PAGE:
Authors: Mikhail Lermontov

  • Last updated on December 10, 2021

Last reviewed: June 2018

Russian writer and poet

October 15, 1814

Moscow, Russia

July 27, 1841

Pyatigorsk, Russia


Mikhail Yurievich Lermontov, who carried Alexander Pushkin’s lyricism further into the European Romantic current, is in many ways the Russian counterpart of Giacomo Leopardi, Alfred de Musset, and George Gordon, Lord Byron. Born in Moscow into the family of a retired captain, he lost his parents very early and was raised by his grandmother on her country estate, Tarkhany, where he began writing poetry.

Mikhail Lermontov

(Library of Congress)

From 1828 to 1830, Lermontov studied at the boarding school for the nobility in Moscow, and in 1830 he entered Moscow University, from which he withdrew in 1832 to enroll in military school in St. Petersburg. He underwent two years of military training there, and served in the Life Guards Hussar Regiment in Tsarskoye Selo. He lived a hard and active life, frequently being engaged in duels.

Lermontov began writing as a precocious child of twelve; he first achieved fame with his 1837 ode on the death of Pushkin. This poem, containing accusations against the court, could not be printed but was circulated in written copies; it brought Lermontov a sentence of banishment to a regiment stationed in the Caucasus. Early in 1838, Lermontov was transferred to the Life Guards Hussar Regiment in St. Petersburg, where he spent his most productive two years writing poetry and plays. His earliest work was Byronic in style, gloomy and proud, and was strongly lyrical in its sense of independence. His poem The Demon, planned at fifteen, contains the essence of his visionary loneliness in the story of a lost angel who hopes to find paradise in the love of a woman but who is cheated by her death. In this work, as in others, he draws largely upon the Caucasian setting of his army life.

Many of Lermontov’s shorter poems, such as “The Angel” and “The Sail,” have attained lasting popularity in Russia. “The Novice,” the story of a Circassian orphan published in 1840, and A Song about Tsar Ivan Vasilyevitch, His Young Body-Guard, and the Valiant Merchant Kalashnikov, written as a folk tale in concrete and extremely realistic phrasing, are two of his best longer poems, but he also mastered the form of the novel in A Hero of Our Time. This, the first psychological novel in Russian, is mostly autobiographical, full of Lermontov’s own passion for love and violence in the person of an officer in the Caucasus. In February 1840, Lermontov was exiled to the Caucasus again for having fought a dual with the son of a French ambassador, and he was killed in another duel there on July 27, 1841, at the age of twenty-six.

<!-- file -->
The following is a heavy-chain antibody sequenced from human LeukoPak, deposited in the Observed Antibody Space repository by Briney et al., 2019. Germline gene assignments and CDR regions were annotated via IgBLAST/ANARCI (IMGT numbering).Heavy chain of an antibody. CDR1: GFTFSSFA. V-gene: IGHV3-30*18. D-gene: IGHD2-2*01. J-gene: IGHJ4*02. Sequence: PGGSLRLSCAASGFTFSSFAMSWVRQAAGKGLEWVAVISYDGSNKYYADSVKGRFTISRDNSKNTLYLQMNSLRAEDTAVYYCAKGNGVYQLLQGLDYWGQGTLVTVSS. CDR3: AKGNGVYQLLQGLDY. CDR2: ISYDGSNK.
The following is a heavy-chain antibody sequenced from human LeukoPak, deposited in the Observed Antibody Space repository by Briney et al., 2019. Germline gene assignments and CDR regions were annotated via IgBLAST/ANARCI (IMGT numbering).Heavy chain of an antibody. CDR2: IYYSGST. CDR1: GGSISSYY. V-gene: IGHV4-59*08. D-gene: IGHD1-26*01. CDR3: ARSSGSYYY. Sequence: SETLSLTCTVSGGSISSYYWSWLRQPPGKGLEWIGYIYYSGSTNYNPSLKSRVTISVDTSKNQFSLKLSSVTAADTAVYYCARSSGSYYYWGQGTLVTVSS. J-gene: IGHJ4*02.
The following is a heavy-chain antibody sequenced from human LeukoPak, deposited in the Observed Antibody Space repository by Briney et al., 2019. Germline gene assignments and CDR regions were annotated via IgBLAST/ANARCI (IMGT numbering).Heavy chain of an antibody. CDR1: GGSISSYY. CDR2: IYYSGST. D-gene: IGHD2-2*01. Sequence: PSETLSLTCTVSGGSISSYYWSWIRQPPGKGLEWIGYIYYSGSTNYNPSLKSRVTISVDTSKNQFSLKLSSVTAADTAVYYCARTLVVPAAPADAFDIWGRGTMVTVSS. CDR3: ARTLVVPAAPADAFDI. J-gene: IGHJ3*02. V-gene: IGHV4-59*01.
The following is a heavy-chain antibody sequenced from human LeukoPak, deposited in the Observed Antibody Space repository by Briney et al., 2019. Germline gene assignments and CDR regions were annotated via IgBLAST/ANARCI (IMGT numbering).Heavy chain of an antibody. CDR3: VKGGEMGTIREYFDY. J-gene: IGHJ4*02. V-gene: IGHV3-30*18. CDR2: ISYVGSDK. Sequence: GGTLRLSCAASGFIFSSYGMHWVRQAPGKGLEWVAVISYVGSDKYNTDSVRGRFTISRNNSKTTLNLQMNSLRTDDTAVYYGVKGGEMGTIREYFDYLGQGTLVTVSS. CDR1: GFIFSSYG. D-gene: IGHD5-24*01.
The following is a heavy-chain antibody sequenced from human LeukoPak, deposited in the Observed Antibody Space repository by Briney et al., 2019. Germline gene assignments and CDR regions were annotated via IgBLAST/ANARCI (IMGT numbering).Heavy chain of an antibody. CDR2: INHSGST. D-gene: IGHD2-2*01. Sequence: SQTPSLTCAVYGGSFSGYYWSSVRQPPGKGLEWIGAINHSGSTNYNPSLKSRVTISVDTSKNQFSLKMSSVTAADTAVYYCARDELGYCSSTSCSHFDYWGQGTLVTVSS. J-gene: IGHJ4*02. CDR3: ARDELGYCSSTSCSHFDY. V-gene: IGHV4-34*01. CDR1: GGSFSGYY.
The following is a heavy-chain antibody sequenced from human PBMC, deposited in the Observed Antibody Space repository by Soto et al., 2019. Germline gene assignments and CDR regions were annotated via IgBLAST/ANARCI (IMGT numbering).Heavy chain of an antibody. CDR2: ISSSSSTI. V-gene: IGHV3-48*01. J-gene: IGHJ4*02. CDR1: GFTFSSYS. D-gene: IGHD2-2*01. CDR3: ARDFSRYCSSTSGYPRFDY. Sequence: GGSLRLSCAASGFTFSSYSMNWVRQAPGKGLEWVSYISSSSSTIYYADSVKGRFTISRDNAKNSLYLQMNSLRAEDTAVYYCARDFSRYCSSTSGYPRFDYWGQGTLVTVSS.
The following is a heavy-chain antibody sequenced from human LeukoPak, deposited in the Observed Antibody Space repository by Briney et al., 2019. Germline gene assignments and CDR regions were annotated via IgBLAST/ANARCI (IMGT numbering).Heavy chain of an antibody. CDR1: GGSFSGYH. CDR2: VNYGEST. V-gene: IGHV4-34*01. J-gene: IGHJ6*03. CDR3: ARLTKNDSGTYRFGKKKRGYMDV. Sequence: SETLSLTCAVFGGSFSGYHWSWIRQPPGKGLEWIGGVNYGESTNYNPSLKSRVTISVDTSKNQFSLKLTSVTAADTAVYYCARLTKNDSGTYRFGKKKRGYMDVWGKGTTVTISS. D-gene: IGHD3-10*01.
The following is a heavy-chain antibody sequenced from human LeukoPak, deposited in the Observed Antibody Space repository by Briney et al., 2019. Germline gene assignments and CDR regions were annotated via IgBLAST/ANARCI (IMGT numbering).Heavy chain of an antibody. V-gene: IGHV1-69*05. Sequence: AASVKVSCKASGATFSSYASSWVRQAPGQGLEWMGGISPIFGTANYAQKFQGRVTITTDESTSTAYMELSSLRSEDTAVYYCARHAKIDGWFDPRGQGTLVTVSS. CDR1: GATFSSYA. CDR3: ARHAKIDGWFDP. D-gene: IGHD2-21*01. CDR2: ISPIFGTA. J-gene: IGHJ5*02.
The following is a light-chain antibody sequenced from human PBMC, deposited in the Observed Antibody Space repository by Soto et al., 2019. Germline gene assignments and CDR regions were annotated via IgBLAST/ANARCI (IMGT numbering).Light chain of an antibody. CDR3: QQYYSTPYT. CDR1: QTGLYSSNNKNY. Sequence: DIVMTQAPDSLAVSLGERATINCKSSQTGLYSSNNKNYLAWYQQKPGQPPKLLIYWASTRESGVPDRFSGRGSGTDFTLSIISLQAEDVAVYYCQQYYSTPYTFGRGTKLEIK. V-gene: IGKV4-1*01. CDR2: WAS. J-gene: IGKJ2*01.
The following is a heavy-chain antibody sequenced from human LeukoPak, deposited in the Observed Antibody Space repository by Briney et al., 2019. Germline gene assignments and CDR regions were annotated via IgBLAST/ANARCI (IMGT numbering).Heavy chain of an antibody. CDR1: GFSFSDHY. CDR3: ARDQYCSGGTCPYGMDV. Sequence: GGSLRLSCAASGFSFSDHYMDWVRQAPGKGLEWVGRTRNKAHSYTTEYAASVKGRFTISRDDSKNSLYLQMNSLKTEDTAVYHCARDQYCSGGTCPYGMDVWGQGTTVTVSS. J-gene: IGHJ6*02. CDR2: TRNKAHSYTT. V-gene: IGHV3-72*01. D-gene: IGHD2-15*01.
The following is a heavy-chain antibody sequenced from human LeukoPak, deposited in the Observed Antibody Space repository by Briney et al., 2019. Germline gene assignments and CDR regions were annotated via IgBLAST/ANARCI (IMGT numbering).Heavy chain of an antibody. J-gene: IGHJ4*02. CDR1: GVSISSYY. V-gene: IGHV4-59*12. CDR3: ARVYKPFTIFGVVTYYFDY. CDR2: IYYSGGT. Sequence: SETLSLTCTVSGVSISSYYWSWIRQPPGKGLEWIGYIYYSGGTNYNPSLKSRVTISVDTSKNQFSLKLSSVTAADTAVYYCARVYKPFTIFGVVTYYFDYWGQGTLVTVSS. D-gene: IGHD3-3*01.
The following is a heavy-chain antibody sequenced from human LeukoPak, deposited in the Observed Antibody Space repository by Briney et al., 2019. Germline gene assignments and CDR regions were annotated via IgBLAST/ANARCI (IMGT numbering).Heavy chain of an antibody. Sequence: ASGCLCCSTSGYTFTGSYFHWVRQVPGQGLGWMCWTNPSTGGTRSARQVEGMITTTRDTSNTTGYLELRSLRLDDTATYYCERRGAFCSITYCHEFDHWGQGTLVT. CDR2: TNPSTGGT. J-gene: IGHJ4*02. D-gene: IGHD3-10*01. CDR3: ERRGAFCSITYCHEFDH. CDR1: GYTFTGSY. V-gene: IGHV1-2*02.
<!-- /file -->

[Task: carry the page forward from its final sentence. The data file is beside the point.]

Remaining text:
Author Works Poetry: Pesnya pro tsarya Ivana Vasilyevicha, molodogo oprichnika i udalogo kuptsa Kalashnikova, 1837 (A Song about Tsar Ivan Vasilyevitch, His Young Body-Guard, and the Valiant Merchant Kalashnikov, 1911) Stikhotvoreniya M. Lermontova, 1840 Demon, 1841 (The Demon, 1875) The Demon, and Other Poems, 1965 Mikhail Lermontov: Major Poetical Works, 1983 Long Fiction: Vadim, wr. 1832-1834, 1935-1937 (in Polnoe sobranie sochinenii v piati tomakh) Knyaginya Ligovskaya, wr. 1836-1837, 1935-1937 (in Polnoe sobranie sochinenii v piati tomakh; Princess Ligovskaya, 1965) Geroy nashego vremeni, 1839 (serial), 1840 (book; A Hero of Our Time, 1854) Drama: Tsigany, wr. 1830, pb. 1935 Ispantsy, wr. 1830, pb. 1935 (verse play) Menschen und Leidenschaften, wr. 1830, pb. 1935 Stranny chelovek, wr. 1831, pb. 1935 (verse play; A Strange One, 1965) Maskarad, wr. 1834-1835, pb. 1842 (Masquerade, 1973) Dva brata, wr. 1836, pb. 1880 (Two Brothers, 1933) Miscellaneous: Sochtsnentsya M. Ya. Lermontova, 1889-1891 (6 volumes) Polnoe sobranie sochinenii v piati tomakh, 1935-1937 (5 volumes; includes all of his prose and poetry) Polnoe sobranie sochinenii v shesti tomakh, 1954-1957 (6 volumes; includes all of his prose and poetry) A Lermontov Reader, 1965 (includes Princess Ligovskaya, A Strange One, and poetry) Michael Lermontov: Biography and Translation, 1967 Selected Works, 1976 (includes prose and poetry) Bibliography Allen, Elizabeth Cheresh. A Fallen Idol is Still a God: Lermontov and the Quandaries of Cultural Transition. Stanford, Calif.: Stanford University Press, 2007. In this volume, Allen takes a critical look at Lermontov’s writing, applying literary theories, and placing it in the context of his time and culture. He is portrayed as a writer who defies categorization, straddling the line between Romanticism and Realism. Allen provides a thorough analysis of Lermontov’s works, especially his novel, A Hero of Our Time. She focuses on Lermontov’s narration and characterization as defining qualities of his writing style, which was a product of the Post-Romantic, Pre-Realist period in which he wrote. Briggs, A. D. P., ed. Mikhail Lermontov: Commemorative Essays. Birmingham, England: University of Birmingham, 1992. A collection of papers from a conference at the University of Birmingham in July, 1991, on Lermontov and his works. Bibliography and index. Eikhenbaum, Boris. Lermontov. Translated by Ray Parrot and Harry Weber. Ann Arbor, Mich.: Ardis, 1981. A translation of the Russian monograph by a leading Russian critic of the 1920’s, this thorough study of Lermontov’s poetry and prose remains the seminal work on him. Many poems are offered in both Russian and English. Garrard, John. Mikhail Lermontov. Boston: G. K. Hall, 1982. Presents Lermontov and his works meticulously in a concise, easy-to-understand fashion. Lays the foundation for more ambitious studies of Lermontov in any language. Golstein, Vladimir. Lermontov’s Narratives of Heroism. Evanston, Ill.: Northwestern University Press, 1998. Tackles the topic of heroism, prevalent in Lermontov’s works, and how he presents and solves it. The emphasis is on “The Demon,” “The Song,” and Pechorin of A Hero of Our Time. Citations of works are in Russian and English translation. Kelly, Laurence. Lermontov: Tragedy in the Caucasus. New York: George Braziller, 1977. Colorfully illustrated biography of Lermontov covers his childhood in the “wild” East, his education, the rise and fall in the society, and his attitudes toward war as reflected in his works. L’Ami, C. E., and Alexander Welikotny. Michael Lermontov: Biography and Translation. Winnipeg, Canada: University of Manitoba Press, 1967. An older-style biography, replete with the reminiscences of Lermontov’s contemporaries as to his character. A general outline of Russian history forms a significant part of this treatment. The second part of the book contains more than one hundred of Lermontov’s poems in rhymed English translation as well as a small sample of prose. Lavrin, Janko. Lermontov. London: Bowes & Bowes, 1959. This brief and very readable monograph presents all important features of Lermontov’s poetry and prose. Succeeds in touching upon the salient aspects of Lermontov’s works, stressing the comparison with other Russian and foreign writers. An excellent introductory monograph. Lermontov, Mikhail. Major Poetical Works. Translated with a biographical sketch, commentary, and an introduction by Anatoly Liberman. Minneapolis: University of Minnesota Press, 1983. A thorough detailing of Lermontov’s life which takes good advantage of the previous works together with translations of more than one hundred of Lermontov’s poems, not all of which have appeared in English previously. The translations have won much professional praise for their surprising poeticality which does not compromise accuracy. The text includes more than fifty illustrations and is wonderfully annotated and indexed. Mersereau, John, Jr. Mikhail Lermontov. Carbondale: Southern Illinois University Press, 1962. A very concise biography which manages to include much valuable detail. The focus is distinctly on Lermontov’s development of a prose style, with more than half of the book devoted to an examination of A Hero of Our Time. Reid, Robert. Lermontov’s “A Hero of Our Time.” London: Bristol Classical Press, 1997. This analysis of the novel casts light on Lermontov’s work as a whole. Includes bibliographical references. Turner, C. J. G. Pechorin: An Essay on Lermontov’s “A Hero of Our Time.” Birmingham, England: University of Birmingham, 1978. A pithy discussion of various aspects of Lermontov’s main character, of the relationship of the narrator and the reader, the narrator and the hero, the hero and himself, the hero and the author, and the hero and the reader. Vickery, Walter N. M. Iu. Lermontov: His Life and Work. Munich, Germany: O. Sagner, 2001. A biography of Lermontov that examines his life and work. Bibliography.